Artist Spotlight: Donna Mbulaiteye


Photo courtesy of Brenda Funk

Sophomore Donna Mbulaiteye performs in the spring musical “West Side Story.” She has been writing music not only for herself but also for her friends.

Corina Valldejuli, Staff Writer

Some people do yoga, some box and others simply keep a diary to express their feelings, hopes and opinions, but sophomore Donna Mbulaiteye (pronounced em-bly-tay) has found another unique way to express herself: writing music.

However, the music she writes is not just for herself, but for others as well. Mbulaiteye found that writing songs about how she feels has helped her release a lot of emotional buildup and decided to do the same for her friends.

“I wanted to transform messages into musical pieces of art,” Mbulaiteye said.

However, she has only shared some of the songs about her experiences and a couple others with those closest to her.

“I like to write songs for my friends about situations they were or are going through, too, and it usually helps which is fulfilling and a pretty good feeling,” Mbulaiteye said.

Mbulaiteye wrote a song for her friend, sophomore Alyssa Anderson, when Anderson was going through a rough time. Anderson had told Mbulaiteye about what she was experiencing and Mbulaiteye sent her a song about it days later.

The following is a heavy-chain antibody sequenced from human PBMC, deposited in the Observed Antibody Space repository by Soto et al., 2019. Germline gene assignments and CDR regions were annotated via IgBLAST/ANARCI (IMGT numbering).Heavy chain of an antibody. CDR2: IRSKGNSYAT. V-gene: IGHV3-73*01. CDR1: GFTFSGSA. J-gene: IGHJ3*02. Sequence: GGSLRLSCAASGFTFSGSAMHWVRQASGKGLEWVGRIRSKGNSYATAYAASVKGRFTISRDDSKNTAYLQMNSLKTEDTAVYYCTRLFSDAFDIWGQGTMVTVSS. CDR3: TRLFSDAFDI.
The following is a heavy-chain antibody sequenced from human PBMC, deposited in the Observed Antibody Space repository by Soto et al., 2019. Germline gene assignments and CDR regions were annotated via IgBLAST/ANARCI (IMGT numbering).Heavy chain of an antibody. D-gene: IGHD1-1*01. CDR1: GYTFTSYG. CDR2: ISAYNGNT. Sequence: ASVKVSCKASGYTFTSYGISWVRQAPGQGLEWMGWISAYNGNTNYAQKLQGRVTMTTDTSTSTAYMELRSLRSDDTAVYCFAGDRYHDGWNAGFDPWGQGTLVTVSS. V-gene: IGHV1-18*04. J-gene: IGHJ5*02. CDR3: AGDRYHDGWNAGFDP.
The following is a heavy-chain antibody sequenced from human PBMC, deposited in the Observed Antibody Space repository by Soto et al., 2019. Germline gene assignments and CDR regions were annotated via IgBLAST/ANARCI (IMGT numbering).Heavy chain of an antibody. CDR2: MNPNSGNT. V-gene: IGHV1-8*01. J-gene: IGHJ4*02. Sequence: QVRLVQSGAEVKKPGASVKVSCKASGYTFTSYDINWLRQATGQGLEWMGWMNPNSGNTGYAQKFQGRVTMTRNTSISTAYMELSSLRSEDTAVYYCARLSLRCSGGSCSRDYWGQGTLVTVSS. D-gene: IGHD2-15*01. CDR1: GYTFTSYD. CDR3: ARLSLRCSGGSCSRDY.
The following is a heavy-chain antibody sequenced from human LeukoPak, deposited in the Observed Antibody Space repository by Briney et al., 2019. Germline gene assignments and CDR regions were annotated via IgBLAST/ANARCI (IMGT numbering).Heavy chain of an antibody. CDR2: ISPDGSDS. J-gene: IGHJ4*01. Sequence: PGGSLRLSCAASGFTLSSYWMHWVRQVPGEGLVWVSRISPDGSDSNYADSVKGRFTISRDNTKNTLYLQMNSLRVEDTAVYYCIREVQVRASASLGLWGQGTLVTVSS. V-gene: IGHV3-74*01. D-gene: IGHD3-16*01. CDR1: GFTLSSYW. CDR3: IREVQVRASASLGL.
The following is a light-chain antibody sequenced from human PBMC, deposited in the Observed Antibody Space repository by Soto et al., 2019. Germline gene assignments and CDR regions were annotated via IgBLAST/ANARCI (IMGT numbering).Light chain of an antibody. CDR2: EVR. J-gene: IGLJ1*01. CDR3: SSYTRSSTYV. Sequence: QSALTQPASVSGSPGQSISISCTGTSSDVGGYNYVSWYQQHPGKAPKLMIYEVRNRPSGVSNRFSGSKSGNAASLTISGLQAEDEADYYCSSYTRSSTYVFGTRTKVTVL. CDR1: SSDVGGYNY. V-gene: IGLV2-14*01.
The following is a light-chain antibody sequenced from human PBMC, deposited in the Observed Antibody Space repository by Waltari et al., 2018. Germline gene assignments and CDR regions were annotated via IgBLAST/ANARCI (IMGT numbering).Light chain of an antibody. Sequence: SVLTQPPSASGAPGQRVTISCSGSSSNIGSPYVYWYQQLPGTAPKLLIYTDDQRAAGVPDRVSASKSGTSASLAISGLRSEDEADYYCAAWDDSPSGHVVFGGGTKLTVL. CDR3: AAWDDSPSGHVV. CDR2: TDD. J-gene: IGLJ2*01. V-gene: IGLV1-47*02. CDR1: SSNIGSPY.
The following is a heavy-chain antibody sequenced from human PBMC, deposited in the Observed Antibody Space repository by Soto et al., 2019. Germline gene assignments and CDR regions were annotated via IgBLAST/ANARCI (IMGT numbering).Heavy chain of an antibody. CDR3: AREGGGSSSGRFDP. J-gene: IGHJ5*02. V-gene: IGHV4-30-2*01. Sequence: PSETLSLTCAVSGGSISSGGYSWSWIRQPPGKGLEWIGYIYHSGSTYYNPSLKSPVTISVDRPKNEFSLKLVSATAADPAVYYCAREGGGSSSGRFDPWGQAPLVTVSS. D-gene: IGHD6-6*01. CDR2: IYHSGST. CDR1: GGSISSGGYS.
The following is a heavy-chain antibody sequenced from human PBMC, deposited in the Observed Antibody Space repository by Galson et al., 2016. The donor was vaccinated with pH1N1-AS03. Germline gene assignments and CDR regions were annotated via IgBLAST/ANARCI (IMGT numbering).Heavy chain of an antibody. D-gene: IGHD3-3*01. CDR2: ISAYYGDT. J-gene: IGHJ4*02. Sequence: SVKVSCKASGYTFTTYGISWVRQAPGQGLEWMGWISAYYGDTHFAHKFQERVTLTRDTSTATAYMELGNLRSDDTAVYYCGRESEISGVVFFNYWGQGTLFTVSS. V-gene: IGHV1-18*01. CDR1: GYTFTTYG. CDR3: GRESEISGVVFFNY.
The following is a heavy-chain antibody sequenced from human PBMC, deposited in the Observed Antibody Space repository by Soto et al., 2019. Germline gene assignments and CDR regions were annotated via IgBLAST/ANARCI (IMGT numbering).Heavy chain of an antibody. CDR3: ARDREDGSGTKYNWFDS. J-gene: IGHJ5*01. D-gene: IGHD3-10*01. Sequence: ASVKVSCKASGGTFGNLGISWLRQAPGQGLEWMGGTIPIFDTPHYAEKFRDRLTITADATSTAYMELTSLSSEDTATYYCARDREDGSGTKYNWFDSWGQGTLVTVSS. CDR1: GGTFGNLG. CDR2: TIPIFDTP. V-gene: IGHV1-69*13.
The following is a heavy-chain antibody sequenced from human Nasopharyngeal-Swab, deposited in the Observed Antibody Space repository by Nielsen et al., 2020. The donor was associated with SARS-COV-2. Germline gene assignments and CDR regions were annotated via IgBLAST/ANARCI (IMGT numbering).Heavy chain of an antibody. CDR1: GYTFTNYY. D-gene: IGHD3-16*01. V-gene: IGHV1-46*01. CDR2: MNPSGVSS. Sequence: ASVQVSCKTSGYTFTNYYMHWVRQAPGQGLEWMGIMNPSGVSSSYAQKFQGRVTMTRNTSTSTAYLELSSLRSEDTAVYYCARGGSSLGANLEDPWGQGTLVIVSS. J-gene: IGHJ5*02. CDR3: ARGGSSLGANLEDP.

“It comforted, empowered and calmed me. It helped me move on from the situation. It was really touching,” Anderson said.


Along with writing songs to comfort her friends, Mbulaiteye also performs in a lot of school events such as plays, coffee houses and the RHS annual talent show.

She has been performing live since the fifth grade when she performed as part of a trio at a chorus concert at Lucy V. Barnsley Elementary School and has since performed in Parkland Magnet Middle School for Aerospace Technology and RHS plays such as “Grease,” “Shrek,” “Spamalot” and “West Side Story.” She enjoys taking on another role because she can commit to be someone else other than herself.

“It’s easier to do it when you have sort of a persona that you’re portraying than doing it when you’re yourself,” Mbulaiteye said.

Mbulaiteye has been inspired by everything around her, from the gospel music her parents would play around the house to her idol Shania Taylor. She has also been inspired by events that caused pain and events that caused joy.

“I just need to put my thoughts and feelings about situations on paper, sort it out myself so I stop overthinking about it, and then I box it away. It’s like my own closure and understanding of many things,” Mbulaiteye said.